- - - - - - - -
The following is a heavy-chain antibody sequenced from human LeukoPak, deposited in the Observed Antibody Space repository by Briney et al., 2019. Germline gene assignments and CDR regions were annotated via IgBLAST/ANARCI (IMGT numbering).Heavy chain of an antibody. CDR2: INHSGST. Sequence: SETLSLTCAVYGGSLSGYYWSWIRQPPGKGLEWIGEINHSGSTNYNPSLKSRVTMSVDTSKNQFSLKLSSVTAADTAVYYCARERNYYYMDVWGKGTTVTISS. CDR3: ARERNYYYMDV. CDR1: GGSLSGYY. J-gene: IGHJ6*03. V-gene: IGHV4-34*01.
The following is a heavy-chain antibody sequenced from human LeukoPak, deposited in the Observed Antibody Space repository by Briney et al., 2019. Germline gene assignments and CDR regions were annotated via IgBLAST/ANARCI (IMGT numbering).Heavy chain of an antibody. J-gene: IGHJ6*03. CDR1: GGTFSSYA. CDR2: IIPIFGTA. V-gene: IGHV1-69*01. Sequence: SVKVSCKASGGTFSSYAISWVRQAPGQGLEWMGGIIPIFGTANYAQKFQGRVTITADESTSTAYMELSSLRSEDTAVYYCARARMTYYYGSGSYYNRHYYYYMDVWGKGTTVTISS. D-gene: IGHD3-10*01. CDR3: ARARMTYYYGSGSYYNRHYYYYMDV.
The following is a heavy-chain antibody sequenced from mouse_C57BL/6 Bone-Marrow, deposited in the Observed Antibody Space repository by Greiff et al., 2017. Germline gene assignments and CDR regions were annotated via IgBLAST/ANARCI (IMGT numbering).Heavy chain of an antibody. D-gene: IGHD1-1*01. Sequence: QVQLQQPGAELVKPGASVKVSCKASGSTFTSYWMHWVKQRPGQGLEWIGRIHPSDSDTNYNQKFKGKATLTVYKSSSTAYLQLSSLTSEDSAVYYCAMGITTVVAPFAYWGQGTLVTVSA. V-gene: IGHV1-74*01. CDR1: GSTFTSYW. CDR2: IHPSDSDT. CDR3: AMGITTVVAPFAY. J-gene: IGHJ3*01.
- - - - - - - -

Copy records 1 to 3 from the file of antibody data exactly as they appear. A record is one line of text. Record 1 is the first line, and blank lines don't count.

The following is a heavy-chain antibody sequenced from human LeukoPak, deposited in the Observed Antibody Space repository by Briney et al., 2019. Germline gene assignments and CDR regions were annotated via IgBLAST/ANARCI (IMGT numbering).Heavy chain of an antibody. CDR2: INHSGST. Sequence: SETLSLTCAVYGGSLSGYYWSWIRQPPGKGLEWIGEINHSGSTNYNPSLKSRVTMSVDTSKNQFSLKLSSVTAADTAVYYCARERNYYYMDVWGKGTTVTISS. CDR3: ARERNYYYMDV. CDR1: GGSLSGYY. J-gene: IGHJ6*03. V-gene: IGHV4-34*01.
The following is a heavy-chain antibody sequenced from human LeukoPak, deposited in the Observed Antibody Space repository by Briney et al., 2019. Germline gene assignments and CDR regions were annotated via IgBLAST/ANARCI (IMGT numbering).Heavy chain of an antibody. J-gene: IGHJ6*03. CDR1: GGTFSSYA. CDR2: IIPIFGTA. V-gene: IGHV1-69*01. Sequence: SVKVSCKASGGTFSSYAISWVRQAPGQGLEWMGGIIPIFGTANYAQKFQGRVTITADESTSTAYMELSSLRSEDTAVYYCARARMTYYYGSGSYYNRHYYYYMDVWGKGTTVTISS. D-gene: IGHD3-10*01. CDR3: ARARMTYYYGSGSYYNRHYYYYMDV.
The following is a heavy-chain antibody sequenced from mouse_C57BL/6 Bone-Marrow, deposited in the Observed Antibody Space repository by Greiff et al., 2017. Germline gene assignments and CDR regions were annotated via IgBLAST/ANARCI (IMGT numbering).Heavy chain of an antibody. D-gene: IGHD1-1*01. Sequence: QVQLQQPGAELVKPGASVKVSCKASGSTFTSYWMHWVKQRPGQGLEWIGRIHPSDSDTNYNQKFKGKATLTVYKSSSTAYLQLSSLTSEDSAVYYCAMGITTVVAPFAYWGQGTLVTVSA. V-gene: IGHV1-74*01. CDR1: GSTFTSYW. CDR2: IHPSDSDT. CDR3: AMGITTVVAPFAY. J-gene: IGHJ3*01.